Unilateral lesion of the nigrostriatal pathway decreases the firing rate and alters the firing pattern of globus pallidus neurons in the rat

Unilateral lesion of the nigrostriatal pathway decreases the firing rate and alters the firing... Activities of spontaneously firing neurons in the globus pallidus of intact rats and rats that survived unilateral lesions of the nigrostriatal pathway for 3 days, 1 week, or 6–11 weeks were compared. No significant differences in neuronal firing rate, firing pattern, and number of cells per pass were observed between chloral hydrate‐anesthetized control and lesioned animals. However, in locally anesthetized animals, pallidal cells fired significantly faster than in chloral hydrate‐anesthetized animals, and the lesion caused a decrease in the firing rates of pallidal cells 1 week and 6–9 weeks postlesion. In addition, significant differences in the firing pattern of pallidal cells, as determined by the ratio of the mean to median interspike intervals, were seen between locally anesthetized controls and animals surviving 3 days, 1 week, and 6–9 weeks post lesion. This altered firing pattern tended to return to normal with time. The number of cells per pass was not significantly altered by the lesion. Data from this study suggest that, in locally anesthetized animals, the removal of the tonic dopaminergic input to the basal ganglia causes pallidal cells to decrease their firing rates in a time‐dependent fashion and causes reversable firing pattern changes. This suggests that tonically active dopamine neurons, probably acting through the striatopallidal pathway, regulate the firing rate and mechanisms controlling the temporal ordering of spontaneous discharges of globus pallidus neurons. http://www.deepdyve.com/assets/images/DeepDyve-Logo-lg.png Synapse Wiley

Unilateral lesion of the nigrostriatal pathway decreases the firing rate and alters the firing pattern of globus pallidus neurons in the rat

Synapse, Volume 2 (6) – Jan 1, 1988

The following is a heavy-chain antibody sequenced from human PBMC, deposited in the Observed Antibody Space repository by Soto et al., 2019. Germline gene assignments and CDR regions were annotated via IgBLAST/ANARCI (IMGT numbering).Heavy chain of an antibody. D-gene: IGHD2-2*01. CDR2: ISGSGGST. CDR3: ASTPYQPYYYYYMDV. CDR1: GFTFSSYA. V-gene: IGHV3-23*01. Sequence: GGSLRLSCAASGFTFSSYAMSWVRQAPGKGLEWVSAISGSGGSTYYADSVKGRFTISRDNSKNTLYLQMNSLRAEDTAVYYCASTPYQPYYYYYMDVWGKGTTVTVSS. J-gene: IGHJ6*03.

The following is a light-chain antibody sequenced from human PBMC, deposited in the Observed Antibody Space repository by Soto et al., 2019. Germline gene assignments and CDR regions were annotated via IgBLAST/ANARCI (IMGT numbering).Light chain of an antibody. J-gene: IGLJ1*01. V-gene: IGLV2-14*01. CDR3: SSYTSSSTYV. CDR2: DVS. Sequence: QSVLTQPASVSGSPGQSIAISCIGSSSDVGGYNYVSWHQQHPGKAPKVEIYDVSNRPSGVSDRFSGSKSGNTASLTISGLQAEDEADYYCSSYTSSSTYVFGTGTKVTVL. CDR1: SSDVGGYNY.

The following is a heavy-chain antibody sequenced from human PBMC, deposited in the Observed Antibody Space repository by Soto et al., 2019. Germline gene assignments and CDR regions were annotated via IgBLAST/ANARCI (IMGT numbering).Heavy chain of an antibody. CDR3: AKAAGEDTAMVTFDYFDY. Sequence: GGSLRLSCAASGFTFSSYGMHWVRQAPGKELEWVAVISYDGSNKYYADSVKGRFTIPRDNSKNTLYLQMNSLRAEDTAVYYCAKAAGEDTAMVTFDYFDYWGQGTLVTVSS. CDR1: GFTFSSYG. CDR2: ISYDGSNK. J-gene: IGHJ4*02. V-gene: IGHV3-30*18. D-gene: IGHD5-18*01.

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Publisher
Wiley
Copyright
Copyright © 1988 Alan R. Liss, Inc.
ISSN
0887-4476
eISSN
1098-2396
D.O.I.
10.1002/syn.890020612
Publisher site
See Article on Publisher Site

Abstract

Activities of spontaneously firing neurons in the globus pallidus of intact rats and rats that survived unilateral lesions of the nigrostriatal pathway for 3 days, 1 week, or 6–11 weeks were compared. No significant differences in neuronal firing rate, firing pattern, and number of cells per pass were observed between chloral hydrate‐anesthetized control and lesioned animals. However, in locally anesthetized animals, pallidal cells fired significantly faster than in chloral hydrate‐anesthetized animals, and the lesion caused a decrease in the firing rates of pallidal cells 1 week and 6–9 weeks postlesion. In addition, significant differences in the firing pattern of pallidal cells, as determined by the ratio of the mean to median interspike intervals, were seen between locally anesthetized controls and animals surviving 3 days, 1 week, and 6–9 weeks post lesion. This altered firing pattern tended to return to normal with time. The number of cells per pass was not significantly altered by the lesion. Data from this study suggest that, in locally anesthetized animals, the removal of the tonic dopaminergic input to the basal ganglia causes pallidal cells to decrease their firing rates in a time‐dependent fashion and causes reversable firing pattern changes. This suggests that tonically active dopamine neurons, probably acting through the striatopallidal pathway, regulate the firing rate and mechanisms controlling the temporal ordering of spontaneous discharges of globus pallidus neurons.

Journal

SynapseWiley

Published: Jan 1, 1988

References

  • The role of patterned burst and interburst interval on the excitation‐coupling mechanism in the isolated rat neural lobe
    Cazalis, Cazalis; Dayanithi, Dayanithi; Nordmann, Nordmann
  • Caudate nucleus neurones: Correlation of the effects of substantia nigra stimulation with iontophoretic dopamine
    Connor, Connor
  • Effects of dopamine depletion on the spontaneous activity of Type I striatal neurons: Relation to local dopamine concentration and motor behavior
    Orr, Orr; Stricker, Stricker; Zigmond, Zigmond; Berger, Berger
  • Short‐term increase and long‐term reversion of striatal cell activity after degeneration of the nigrostriatal dopamine system
    Schultz, Schultz; Ungerstedt, Ungerstedt

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